The defendant Reed was on the hockey team at the University of North Dakota. Part of his training regimen was to compete in a 10-kilometer race for charity. Close to 200 yards from the finish line, he collapsed from dehydration. He was then rushed to the emergency room only to be faced with a kidney transplant and two liver transplants.
Issue(s):(a) Was Reed’s oral commitment and letter of intent to play hockey at UND conditioned on an obligation by UND to provide health care? (b) Was the release Reed signed before the race was not enforceable due to consideration. Holding(s):(a) Reed presents no evidence that his agreement to play hockey was conditioned on an obligation by UND to provide health care. Pursuant to the Letter of Intent, UND agreed to give Reed financial aid in exchange for his agreement to play hockey.
(b) Reed has again failed to identify a breach of any specific provision. Court’s RationaleReed has not identified a breach of a specific contractual provision despite being given the opportunity to do so through discovery. While Reed speculates that colleges have a duty to protect the health of their athletes, he fails to demonstrate how such duty is grounded in contract. Reed asserts the release is not enforceable, because it was not supported by consideration. Consideration may be any benefit conferred or detriment suffered.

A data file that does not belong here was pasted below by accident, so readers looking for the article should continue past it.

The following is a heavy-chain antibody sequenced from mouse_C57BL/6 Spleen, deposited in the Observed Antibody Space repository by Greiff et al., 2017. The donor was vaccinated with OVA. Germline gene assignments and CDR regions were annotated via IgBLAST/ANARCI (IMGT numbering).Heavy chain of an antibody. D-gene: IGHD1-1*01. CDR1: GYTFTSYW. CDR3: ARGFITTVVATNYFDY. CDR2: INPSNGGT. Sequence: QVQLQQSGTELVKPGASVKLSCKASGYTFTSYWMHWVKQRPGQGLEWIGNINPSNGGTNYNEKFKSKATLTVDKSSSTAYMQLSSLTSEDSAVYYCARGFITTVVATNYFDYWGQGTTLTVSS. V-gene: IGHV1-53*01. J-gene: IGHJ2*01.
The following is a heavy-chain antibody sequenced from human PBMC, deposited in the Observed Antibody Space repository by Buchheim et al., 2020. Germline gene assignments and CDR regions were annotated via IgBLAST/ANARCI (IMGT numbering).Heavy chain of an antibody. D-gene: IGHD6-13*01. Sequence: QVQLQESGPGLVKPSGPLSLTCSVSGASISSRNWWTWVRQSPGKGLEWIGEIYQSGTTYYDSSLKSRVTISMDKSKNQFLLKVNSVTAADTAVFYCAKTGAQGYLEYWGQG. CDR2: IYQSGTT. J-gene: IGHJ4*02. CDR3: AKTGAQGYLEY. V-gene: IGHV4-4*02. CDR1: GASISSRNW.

The forbearance of a legal right is a legal detriment which constitutes good consideration. When the hockey players, including Reed, signed the registration form, they agreed not to hold the participating sponsors responsible for any claims arising from their participation in the event and NDAD agreed to let them run on the course during NDAD’s road race. Reed’s surrender of a legal right in exchange for NDAD allowing him to run the course during the race constitutes consideration for the release. Internet.